The dominant way that advertising works is by refreshing, and occasionally building, memory structures that improve the chance of the brand being recalled and/or noticed in buying situations and hence bought.  Memory structures such as what the brand does, what it looks like, where it’s available, when it’s consumed, where it is consumed, by who, with whom and so on.  Associations with cues that can bring the brand to mind.

Some advertising creates a purchase intention, gaining a reaction like “I should buy that” or “that’s interesting, I must check that out”.  It’s commonly assumed that such advertising must be more sales effective, but this does not follow.  Continue reading

Do TV commercials need a USP ?

The answer would appear to be no, given that much advertising does not even make the slightest attempt at saying the brand is better than others.  But a fair amount of advertising does – so is this particularly good advertising ?  Does it work better ?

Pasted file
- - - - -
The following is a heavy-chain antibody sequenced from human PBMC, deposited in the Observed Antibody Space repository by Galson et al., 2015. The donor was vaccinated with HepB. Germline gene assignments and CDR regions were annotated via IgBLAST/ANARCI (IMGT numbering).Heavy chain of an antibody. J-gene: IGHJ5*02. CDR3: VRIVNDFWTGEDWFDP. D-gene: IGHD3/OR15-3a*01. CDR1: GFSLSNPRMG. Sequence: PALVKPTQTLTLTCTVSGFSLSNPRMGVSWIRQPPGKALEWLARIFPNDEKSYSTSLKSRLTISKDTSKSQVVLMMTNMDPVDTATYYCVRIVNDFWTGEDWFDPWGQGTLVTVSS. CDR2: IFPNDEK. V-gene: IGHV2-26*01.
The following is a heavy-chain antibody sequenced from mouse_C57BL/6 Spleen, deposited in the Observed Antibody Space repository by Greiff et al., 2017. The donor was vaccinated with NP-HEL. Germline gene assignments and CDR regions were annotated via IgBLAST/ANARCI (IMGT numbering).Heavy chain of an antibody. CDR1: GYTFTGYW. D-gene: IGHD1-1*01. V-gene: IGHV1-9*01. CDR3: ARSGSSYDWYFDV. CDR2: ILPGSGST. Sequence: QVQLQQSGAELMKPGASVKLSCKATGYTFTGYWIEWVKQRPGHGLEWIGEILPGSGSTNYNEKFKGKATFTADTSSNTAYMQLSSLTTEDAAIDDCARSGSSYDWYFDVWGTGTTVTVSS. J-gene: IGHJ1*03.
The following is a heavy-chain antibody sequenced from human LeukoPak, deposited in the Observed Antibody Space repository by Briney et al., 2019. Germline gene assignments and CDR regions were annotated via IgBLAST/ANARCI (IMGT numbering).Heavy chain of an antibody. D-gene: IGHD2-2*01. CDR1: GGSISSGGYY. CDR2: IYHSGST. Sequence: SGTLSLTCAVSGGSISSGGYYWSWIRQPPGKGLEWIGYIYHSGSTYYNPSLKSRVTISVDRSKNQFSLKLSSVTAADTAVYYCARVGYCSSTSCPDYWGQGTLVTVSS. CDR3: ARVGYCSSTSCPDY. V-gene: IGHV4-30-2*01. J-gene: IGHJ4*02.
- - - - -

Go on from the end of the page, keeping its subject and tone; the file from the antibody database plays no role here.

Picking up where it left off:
David Stewart, a Professor at University of Southern California, has published several important large content analyses of TV advertising.  The 1980s US TV ads (more than 2000)  were analysed Continue reading

Do different awareness measures measure the same thing ?

There is a history of discussion amongst marketers about the relative merits and meaning of different awareness measures. Then in 1995 an article was published that appeared to lay all this debate to rest:

Laurent, Gilles, Jean-Noel Kapferer, and Francoise Roussel (1995), “The Underlying Structure of Brand Awareness Scores,” Marketing Science, 14 (No. 3, Part 2), G170-G79.

Gilles Laurent and colleagues appeared to show that different brand awareness measures were systematically related, simply reflecting different levels of difficulty for respondents (i.e. brand prompted being easier than unprompted). So the different measures all tapped one construct, and a score on one measure could be used to accurately predict a score on another measure. We thought that was an incredibly important and practical finding. However, not was all that it seemed.